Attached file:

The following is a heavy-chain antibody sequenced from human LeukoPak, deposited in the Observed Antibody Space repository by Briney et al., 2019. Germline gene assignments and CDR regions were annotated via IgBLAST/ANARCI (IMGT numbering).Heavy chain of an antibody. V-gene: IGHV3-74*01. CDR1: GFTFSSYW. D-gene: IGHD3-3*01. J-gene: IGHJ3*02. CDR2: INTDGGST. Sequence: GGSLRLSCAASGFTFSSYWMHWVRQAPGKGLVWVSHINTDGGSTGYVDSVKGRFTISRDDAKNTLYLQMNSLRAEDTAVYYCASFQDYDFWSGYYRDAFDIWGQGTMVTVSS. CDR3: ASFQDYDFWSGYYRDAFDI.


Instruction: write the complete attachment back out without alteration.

The following is a heavy-chain antibody sequenced from human LeukoPak, deposited in the Observed Antibody Space repository by Briney et al., 2019. Germline gene assignments and CDR regions were annotated via IgBLAST/ANARCI (IMGT numbering).Heavy chain of an antibody. V-gene: IGHV3-74*01. CDR1: GFTFSSYW. D-gene: IGHD3-3*01. J-gene: IGHJ3*02. CDR2: INTDGGST. Sequence: GGSLRLSCAASGFTFSSYWMHWVRQAPGKGLVWVSHINTDGGSTGYVDSVKGRFTISRDDAKNTLYLQMNSLRAEDTAVYYCASFQDYDFWSGYYRDAFDIWGQGTMVTVSS. CDR3: ASFQDYDFWSGYYRDAFDI.